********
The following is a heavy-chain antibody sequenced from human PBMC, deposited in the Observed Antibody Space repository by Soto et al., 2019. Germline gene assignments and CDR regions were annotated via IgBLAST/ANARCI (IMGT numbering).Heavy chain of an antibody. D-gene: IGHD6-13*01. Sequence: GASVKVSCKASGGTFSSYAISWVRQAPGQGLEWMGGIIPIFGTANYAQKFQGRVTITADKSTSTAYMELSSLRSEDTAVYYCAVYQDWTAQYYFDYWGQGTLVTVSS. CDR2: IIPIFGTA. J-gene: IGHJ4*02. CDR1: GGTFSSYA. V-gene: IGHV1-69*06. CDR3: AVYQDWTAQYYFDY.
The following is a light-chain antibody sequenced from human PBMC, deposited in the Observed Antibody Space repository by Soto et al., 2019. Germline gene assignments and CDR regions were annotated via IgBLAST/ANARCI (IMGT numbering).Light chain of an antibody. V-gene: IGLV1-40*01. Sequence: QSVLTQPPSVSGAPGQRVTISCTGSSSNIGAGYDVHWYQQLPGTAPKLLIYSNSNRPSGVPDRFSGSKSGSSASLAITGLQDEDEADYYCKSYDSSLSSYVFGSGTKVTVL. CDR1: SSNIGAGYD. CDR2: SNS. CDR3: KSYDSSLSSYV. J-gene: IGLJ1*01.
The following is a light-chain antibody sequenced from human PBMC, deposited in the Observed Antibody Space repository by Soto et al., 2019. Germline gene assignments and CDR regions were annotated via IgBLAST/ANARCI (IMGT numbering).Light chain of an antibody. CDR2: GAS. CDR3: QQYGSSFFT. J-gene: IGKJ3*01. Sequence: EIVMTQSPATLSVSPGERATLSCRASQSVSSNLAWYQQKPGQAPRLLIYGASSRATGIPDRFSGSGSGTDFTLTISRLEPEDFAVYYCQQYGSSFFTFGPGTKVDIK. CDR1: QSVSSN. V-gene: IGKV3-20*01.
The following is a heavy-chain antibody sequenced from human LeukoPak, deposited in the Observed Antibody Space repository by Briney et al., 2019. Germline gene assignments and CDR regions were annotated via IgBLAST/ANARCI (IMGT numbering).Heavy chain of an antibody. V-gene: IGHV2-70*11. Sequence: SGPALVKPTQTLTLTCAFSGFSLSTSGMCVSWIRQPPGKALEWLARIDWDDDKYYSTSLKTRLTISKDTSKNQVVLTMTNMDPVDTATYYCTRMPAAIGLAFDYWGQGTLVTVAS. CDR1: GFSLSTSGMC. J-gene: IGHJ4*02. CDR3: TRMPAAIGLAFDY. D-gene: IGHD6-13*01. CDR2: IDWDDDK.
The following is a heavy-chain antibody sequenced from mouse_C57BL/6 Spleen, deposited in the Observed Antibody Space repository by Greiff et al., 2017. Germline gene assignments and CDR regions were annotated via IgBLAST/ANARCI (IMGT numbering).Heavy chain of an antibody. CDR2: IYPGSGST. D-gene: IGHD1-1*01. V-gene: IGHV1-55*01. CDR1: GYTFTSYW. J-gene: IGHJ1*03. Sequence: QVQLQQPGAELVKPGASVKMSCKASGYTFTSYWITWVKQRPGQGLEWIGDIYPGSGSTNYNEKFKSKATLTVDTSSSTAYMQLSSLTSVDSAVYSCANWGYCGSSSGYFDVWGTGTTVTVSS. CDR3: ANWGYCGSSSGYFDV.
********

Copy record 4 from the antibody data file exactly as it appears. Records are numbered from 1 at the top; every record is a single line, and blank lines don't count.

The following is a heavy-chain antibody sequenced from human LeukoPak, deposited in the Observed Antibody Space repository by Briney et al., 2019. Germline gene assignments and CDR regions were annotated via IgBLAST/ANARCI (IMGT numbering).Heavy chain of an antibody. V-gene: IGHV2-70*11. Sequence: SGPALVKPTQTLTLTCAFSGFSLSTSGMCVSWIRQPPGKALEWLARIDWDDDKYYSTSLKTRLTISKDTSKNQVVLTMTNMDPVDTATYYCTRMPAAIGLAFDYWGQGTLVTVAS. CDR1: GFSLSTSGMC. J-gene: IGHJ4*02. CDR3: TRMPAAIGLAFDY. D-gene: IGHD6-13*01. CDR2: IDWDDDK.